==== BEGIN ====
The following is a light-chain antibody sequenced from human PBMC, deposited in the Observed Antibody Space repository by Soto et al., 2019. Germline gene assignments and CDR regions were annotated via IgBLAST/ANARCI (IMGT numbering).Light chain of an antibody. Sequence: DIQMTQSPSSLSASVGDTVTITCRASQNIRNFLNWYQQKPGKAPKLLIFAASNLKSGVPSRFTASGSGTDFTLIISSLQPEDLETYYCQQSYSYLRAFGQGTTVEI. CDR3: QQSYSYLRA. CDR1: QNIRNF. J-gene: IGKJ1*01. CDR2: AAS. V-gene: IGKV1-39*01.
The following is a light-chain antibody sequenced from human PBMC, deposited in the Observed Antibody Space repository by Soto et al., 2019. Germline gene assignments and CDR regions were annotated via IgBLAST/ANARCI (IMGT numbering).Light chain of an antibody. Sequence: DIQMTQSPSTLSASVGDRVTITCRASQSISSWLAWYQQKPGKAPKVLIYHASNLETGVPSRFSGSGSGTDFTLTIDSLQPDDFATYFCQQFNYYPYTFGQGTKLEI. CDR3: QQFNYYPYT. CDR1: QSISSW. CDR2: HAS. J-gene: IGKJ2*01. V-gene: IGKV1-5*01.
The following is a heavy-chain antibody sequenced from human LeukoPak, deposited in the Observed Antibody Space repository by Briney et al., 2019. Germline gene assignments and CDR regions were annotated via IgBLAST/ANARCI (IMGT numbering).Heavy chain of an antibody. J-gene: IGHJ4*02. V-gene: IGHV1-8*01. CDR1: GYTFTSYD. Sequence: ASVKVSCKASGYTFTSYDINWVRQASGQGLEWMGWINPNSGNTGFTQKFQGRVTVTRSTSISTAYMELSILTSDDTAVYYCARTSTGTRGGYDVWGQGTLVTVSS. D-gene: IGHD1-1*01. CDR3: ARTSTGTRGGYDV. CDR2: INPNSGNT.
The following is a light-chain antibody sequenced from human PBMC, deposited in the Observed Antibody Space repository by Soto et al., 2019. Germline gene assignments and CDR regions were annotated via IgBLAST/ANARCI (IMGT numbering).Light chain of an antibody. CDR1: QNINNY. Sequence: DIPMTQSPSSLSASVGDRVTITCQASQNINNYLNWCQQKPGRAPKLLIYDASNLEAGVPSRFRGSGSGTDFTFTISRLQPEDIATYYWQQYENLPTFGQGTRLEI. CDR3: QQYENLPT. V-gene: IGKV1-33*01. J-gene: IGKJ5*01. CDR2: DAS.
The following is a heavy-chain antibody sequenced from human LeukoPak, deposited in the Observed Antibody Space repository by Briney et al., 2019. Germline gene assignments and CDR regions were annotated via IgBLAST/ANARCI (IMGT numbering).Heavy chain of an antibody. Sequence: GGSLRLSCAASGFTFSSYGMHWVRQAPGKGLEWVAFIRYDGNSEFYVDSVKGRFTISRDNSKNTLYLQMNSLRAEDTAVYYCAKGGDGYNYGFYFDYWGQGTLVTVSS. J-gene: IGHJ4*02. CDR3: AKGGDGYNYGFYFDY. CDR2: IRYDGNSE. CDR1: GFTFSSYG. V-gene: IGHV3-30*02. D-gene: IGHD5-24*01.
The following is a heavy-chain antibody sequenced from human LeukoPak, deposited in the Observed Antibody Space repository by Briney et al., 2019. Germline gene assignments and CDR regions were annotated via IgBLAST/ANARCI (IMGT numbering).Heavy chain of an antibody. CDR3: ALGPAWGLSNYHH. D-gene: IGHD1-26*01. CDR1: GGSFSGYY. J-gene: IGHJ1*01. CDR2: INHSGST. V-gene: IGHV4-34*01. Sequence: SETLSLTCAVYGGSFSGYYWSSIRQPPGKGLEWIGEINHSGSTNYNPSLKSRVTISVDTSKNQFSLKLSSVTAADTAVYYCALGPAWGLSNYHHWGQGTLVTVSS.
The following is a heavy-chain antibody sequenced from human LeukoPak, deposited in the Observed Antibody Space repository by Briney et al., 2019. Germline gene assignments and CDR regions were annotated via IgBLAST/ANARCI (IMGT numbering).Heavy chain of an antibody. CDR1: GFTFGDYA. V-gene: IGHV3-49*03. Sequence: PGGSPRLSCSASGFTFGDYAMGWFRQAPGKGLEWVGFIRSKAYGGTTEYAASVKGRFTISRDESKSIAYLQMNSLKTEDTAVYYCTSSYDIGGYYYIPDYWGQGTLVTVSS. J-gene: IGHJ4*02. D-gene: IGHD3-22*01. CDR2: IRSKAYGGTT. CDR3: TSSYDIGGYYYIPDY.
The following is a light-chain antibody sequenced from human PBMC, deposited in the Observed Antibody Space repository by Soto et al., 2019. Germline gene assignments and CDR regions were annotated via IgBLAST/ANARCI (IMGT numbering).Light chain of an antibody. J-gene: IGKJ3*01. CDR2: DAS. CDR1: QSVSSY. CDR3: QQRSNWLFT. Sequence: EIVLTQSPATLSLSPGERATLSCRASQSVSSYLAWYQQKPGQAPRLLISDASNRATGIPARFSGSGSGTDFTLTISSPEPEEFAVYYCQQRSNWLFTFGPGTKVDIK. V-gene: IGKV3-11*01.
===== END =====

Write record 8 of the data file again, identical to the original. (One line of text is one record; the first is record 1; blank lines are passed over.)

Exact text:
The following is a light-chain antibody sequenced from human PBMC, deposited in the Observed Antibody Space repository by Soto et al., 2019. Germline gene assignments and CDR regions were annotated via IgBLAST/ANARCI (IMGT numbering).Light chain of an antibody. J-gene: IGKJ3*01. CDR2: DAS. CDR1: QSVSSY. CDR3: QQRSNWLFT. Sequence: EIVLTQSPATLSLSPGERATLSCRASQSVSSYLAWYQQKPGQAPRLLISDASNRATGIPARFSGSGSGTDFTLTISSPEPEEFAVYYCQQRSNWLFTFGPGTKVDIK. V-gene: IGKV3-11*01.